When I was a child, I LOVED “choose your own adventure” books. I don’t even know if they make them anymore, but at the time, you could find them in almost any genre you wanted and I adored them. For those unfamiliar, they were written in such a way that you had to make choices in the story and then turn to a page to continue the story based on the choice you had made. As a result, the story was interactive and changed depending on what choices you made. They weren’t exactly literary classics and you couldn’t use them for school book reports, but they were definitely a fun way to wile away a lazy afternoon.
The problem that I quickly encountered with these books, though, was that each choice narrowed down the possibilities in the book. If I chose one thing, I wouldn’t get to read about what could have happened if I chose the other. After I’d finished one story line, I’d find myself trying to re-read the book, over and over, making different choices just to see how the story changed and played out based on them. It was always hard to find a way to explore ALL the possibilities in the book and I always felt like I missed out on some way the story could have gone.
Who knew these books were an amazing life lesson?
This morning, I was discussing with a coworker a choice I am facing. To simplify it, I’m basically going to have to give up something I enjoy in order to take the next step in deepening my observance. His reaction was that this was unreasonable. There must be some compromise or way around it. There must be some way to have both and if there wasn’t, it was my religion’s fault and my Rabbi would need to bend. As I considered his perspective, I realized that opening one door very often means having to close others. Each choice we make has the power to limit other choices we could make. We live in a world, though, that tries to tell us there is some way to “have it all” and that true happiness, fulfillment, and success comes this way, by striving to “have it all.”
I no longer believe that’s true.
In fact, I’ve begun to believe the exact opposite may be true, that by simplifying my life by making choices that do limit, I can find greater peace, greater depth, and greater meaning which all lead to greater happiness and fulfillment. Letting go of something or making a choice that closes another door that looked appealing can sting, but it’s a temporary sting. That sting is soon forgotten as the door I’ve chosen opens up to new possibilities. I soon barely remember there was another door I could have chosen that is now lost. It’s true, I may occasionally daydream about an alternate life that might have been, much like a child flipping through a choose your own adventure book to see what else might have happened, but if I’m happy with the choice I’ve made, those moments of looking back are few.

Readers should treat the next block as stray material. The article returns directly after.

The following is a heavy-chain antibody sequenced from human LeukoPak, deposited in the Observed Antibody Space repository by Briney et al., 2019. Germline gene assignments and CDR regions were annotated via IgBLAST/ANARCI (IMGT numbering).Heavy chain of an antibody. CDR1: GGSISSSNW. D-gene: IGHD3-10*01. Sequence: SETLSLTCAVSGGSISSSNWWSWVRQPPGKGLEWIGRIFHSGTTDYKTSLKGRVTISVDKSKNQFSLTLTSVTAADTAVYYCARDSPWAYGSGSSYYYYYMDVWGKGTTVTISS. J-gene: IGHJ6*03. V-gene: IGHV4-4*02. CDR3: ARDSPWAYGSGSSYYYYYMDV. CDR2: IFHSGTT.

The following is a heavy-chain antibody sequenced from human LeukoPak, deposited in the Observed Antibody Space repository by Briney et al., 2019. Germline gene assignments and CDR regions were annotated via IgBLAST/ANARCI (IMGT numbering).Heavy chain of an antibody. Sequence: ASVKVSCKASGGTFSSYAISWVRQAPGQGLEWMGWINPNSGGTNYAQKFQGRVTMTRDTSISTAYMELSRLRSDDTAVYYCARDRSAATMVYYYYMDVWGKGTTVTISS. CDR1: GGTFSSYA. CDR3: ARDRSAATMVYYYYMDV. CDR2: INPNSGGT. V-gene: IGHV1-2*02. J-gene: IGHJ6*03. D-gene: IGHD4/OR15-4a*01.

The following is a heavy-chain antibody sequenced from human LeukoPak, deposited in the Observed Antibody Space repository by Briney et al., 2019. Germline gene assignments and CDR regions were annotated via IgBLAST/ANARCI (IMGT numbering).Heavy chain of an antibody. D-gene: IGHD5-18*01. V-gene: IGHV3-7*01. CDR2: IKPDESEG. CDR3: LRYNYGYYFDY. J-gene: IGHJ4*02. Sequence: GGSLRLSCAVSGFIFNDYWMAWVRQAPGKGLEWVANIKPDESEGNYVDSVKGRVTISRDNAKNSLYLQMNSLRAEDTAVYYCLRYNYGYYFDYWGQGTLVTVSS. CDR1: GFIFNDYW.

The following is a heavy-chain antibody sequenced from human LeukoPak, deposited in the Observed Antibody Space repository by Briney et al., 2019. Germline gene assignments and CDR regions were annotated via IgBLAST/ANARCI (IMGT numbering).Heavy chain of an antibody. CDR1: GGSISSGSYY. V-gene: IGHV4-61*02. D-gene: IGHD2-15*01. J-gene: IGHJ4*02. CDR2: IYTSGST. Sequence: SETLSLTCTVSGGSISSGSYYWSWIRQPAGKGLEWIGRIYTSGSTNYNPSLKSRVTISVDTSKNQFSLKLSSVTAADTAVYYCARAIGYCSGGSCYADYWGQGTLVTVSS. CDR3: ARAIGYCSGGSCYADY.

Choosing a spouse is a great example. When you choose a spouse, you also are closing the door on every other spouse you could have chosen, at least in the near term. Weddings are often chaotic times with conflicting feelings because there is some mourning mixed with the joy. A new life together is beginning, but multiple other potential lives you could have had are ending. The independent single person you were is ending, with some of the more impractical things you might have done as that single person also ending. It might be tougher now to move on a whim or solo climb Mount Everest. The potential lives you might have had with a different spouse are also ending and, even if you’re so thrilled with the life you’re planning with the person you’re marrying, that’s still a lot of potential that is now closed off and left behind.
Yet, for most people who stay married, narrowing down their choices means a much greater depth of relationship and a much richer life than if they hadn’t. If they’d stayed just dating, they wouldn’t have ever had the kind of one-ness they desired. Narrowing down can sometimes mean increasing the potency of something, like boiling down a sauce.
I’ve found this to be true in other areas of my life as well. The more I give up on even trying to “have it all,” the more I enjoy what I do have. The more I concentrate my time and energy in specific areas of my life, the more benefit I see and the more progress I make.
In conversion, I’m always opening new doors and leaving behind others. Often, there is a small mourning that takes place as I let go of one thing to make room for something else. Inevitably, though, I find that it’s not long until the view that narrowed going through the doorway opens up to brand new possibilities I might never have seen until I left the other doors behind.
I look back at my coworker and realize there is no way I could find the words for him to understand this. Maybe he doesn’t even need to. I smile and thank him for his advice and I turn the page.